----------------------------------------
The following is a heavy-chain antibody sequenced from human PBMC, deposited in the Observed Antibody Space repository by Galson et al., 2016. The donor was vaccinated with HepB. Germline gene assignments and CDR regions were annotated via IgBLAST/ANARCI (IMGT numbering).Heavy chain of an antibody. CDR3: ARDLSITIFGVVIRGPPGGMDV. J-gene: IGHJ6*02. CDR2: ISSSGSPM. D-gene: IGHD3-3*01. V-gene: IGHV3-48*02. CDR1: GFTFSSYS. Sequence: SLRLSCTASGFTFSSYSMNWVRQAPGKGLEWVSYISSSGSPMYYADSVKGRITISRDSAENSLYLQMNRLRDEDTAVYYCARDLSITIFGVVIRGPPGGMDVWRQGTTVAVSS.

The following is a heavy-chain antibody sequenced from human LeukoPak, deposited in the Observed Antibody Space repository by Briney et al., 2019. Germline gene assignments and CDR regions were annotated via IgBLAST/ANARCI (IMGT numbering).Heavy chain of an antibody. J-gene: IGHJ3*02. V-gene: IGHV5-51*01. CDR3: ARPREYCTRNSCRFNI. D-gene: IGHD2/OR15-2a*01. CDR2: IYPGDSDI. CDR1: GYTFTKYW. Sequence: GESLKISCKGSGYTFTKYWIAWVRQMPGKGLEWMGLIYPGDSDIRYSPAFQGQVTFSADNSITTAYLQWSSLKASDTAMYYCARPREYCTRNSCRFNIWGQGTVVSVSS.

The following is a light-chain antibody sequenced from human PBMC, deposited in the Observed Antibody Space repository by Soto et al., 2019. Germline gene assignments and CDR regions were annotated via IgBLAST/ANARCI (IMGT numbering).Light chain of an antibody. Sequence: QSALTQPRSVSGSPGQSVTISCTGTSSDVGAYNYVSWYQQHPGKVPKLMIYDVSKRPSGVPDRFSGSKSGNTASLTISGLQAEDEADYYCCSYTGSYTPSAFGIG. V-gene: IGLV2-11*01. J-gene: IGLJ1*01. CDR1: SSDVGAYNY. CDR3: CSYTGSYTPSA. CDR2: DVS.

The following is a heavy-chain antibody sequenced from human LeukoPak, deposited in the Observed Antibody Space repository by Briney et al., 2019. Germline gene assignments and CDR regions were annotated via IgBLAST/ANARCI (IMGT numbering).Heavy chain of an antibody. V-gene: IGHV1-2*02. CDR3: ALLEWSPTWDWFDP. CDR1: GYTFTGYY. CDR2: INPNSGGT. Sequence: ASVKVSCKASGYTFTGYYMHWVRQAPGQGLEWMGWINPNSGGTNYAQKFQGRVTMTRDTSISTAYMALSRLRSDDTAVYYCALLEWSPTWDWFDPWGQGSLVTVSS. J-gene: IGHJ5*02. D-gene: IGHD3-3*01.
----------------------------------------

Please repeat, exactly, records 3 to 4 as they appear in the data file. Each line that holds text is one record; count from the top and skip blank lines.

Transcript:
The following is a light-chain antibody sequenced from human PBMC, deposited in the Observed Antibody Space repository by Soto et al., 2019. Germline gene assignments and CDR regions were annotated via IgBLAST/ANARCI (IMGT numbering).Light chain of an antibody. Sequence: QSALTQPRSVSGSPGQSVTISCTGTSSDVGAYNYVSWYQQHPGKVPKLMIYDVSKRPSGVPDRFSGSKSGNTASLTISGLQAEDEADYYCCSYTGSYTPSAFGIG. V-gene: IGLV2-11*01. J-gene: IGLJ1*01. CDR1: SSDVGAYNY. CDR3: CSYTGSYTPSA. CDR2: DVS.

The following is a heavy-chain antibody sequenced from human LeukoPak, deposited in the Observed Antibody Space repository by Briney et al., 2019. Germline gene assignments and CDR regions were annotated via IgBLAST/ANARCI (IMGT numbering).Heavy chain of an antibody. V-gene: IGHV1-2*02. CDR3: ALLEWSPTWDWFDP. CDR1: GYTFTGYY. CDR2: INPNSGGT. Sequence: ASVKVSCKASGYTFTGYYMHWVRQAPGQGLEWMGWINPNSGGTNYAQKFQGRVTMTRDTSISTAYMALSRLRSDDTAVYYCALLEWSPTWDWFDPWGQGSLVTVSS. J-gene: IGHJ5*02. D-gene: IGHD3-3*01.